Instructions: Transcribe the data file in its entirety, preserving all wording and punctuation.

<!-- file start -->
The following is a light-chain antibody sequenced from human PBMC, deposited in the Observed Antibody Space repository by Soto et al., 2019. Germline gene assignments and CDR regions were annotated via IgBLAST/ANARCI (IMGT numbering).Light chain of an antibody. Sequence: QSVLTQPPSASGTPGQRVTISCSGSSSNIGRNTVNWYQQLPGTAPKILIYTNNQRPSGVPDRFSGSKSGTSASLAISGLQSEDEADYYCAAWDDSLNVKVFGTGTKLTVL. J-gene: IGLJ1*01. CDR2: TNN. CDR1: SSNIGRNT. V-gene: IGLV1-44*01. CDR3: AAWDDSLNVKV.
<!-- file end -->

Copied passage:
The following is a light-chain antibody sequenced from human PBMC, deposited in the Observed Antibody Space repository by Soto et al., 2019. Germline gene assignments and CDR regions were annotated via IgBLAST/ANARCI (IMGT numbering).Light chain of an antibody. Sequence: QSVLTQPPSASGTPGQRVTISCSGSSSNIGRNTVNWYQQLPGTAPKILIYTNNQRPSGVPDRFSGSKSGTSASLAISGLQSEDEADYYCAAWDDSLNVKVFGTGTKLTVL. J-gene: IGLJ1*01. CDR2: TNN. CDR1: SSNIGRNT. V-gene: IGLV1-44*01. CDR3: AAWDDSLNVKV.